2

I had exactly the same problem during my last job. I was UX designer in a private company with SaaS products. The lean UX methods helped me a lot. I followed it with the team and organized a workshop to build personas in a lean UX way : You don't have public datas, your customers are not everybody, they are a specific king of people and you, as designer, ...


2

I do design studio sessions a fair bit — for what it's worth this would be my advice: I want to, of course, prevent groupthink, so should I even be participating as people might tend to see me as the expert and skew their answers towards my expectations (even though I'll address them as critical observers)? I think it's fine for designers to participate. ...


2

If your company is like ours it might still be relevant ;) "a UX team that would work ahead a few sprints to get things prepped for us to build fast." That is exactly what we did, when I was on a large project in a UX team of up to 6 people, and up to 4 development teams doing Scrum. Firstly a lot of the UX work - e.g. research of customer & users ...


2

The following may also help if you are truly agile: Design as a Kanban Stage Instead of making a card for UX/UI design vs. coding, we treat design as a stage in our Kanban boards: Open --> Ready for Design --> Ready for Coding --> In Progress --> Ready for UI Review --> Ready for Code Review --> etc. Note the "Ready for UI Review", which gives me the ...


2

First, there is no "right" answer to this. There are, however, many things teams have done to effectively address this and get even better UI/UX in the process. 1) Focus on experiences, not components When you have a user story that reads "As a user searching for products, I would like to filter the results to focus them on the items I'm looking for." The ...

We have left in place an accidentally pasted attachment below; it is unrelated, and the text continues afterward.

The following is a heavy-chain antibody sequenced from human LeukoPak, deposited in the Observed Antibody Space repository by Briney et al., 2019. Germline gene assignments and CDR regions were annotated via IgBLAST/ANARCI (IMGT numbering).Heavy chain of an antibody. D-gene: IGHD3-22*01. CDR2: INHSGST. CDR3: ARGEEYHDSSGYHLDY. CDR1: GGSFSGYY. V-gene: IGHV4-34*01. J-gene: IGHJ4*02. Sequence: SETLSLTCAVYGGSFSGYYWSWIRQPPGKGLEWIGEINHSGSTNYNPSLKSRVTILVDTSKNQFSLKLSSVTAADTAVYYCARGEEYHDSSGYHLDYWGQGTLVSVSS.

2

This write-up is, in my opinion, the best intro to story mapping at agilevelocity.com, [2017-08-09]: Story Mapping 101, By David Hawks I did extensive search for various ways to understand story mapping. This blog post was the best source I could find. Here is a sum up of the strongest points, most relevant to answer the question: Initial story map draft ...


1

The item you provided doesn't really work as a story because it is not a capability or a need that the customer has. Most commonly, UI/UX is a part of delivering on a need. For example, if you said "As a DIY homeowner, I want a list of all tools for my landscaping projects so I can pick the one out I want even if I don't know what it is called." then part of ...


1

It would probably be ideal, but often user stories are created as part of an agile development process focused on creating a MVP that can be tested and updated before extensive research is involved. As with most questions here at UXSE, it depends on the context and in this case a YES or NO answer can be equally valid. Remember that you are allowed to make ...


1

This is probably THE scenario most of the designers already have been confronted with at least once in their career. Even if it appears to be a relatively small issue, I think it is not. What I found is that there are several topics that are not so clear on the first hand. Some or all of the following scenarios can be hidden in this issue: PM/PO has to be ...


1

If you have a sales team that interacts with your customers, talk to them. In a prior job our sales team provided a long list of customers for use to contact as test subjects. (In our case this was a list of people who had rated our company highly in previous surveys.) I then contacted them via email to ask for volunteers. The first time we did this we got ~...


1

There's 2 very excellent answers from @tohster and @Izhaki. I'm in a similar situation, on a team getting on board with SCRUM with a SaSS product where the people who've purchased the software aren't the primary users. So I just want to add my experiences on things I found that worked. Relate UX to Dollars In the SaSS (Software as A Service) field , ...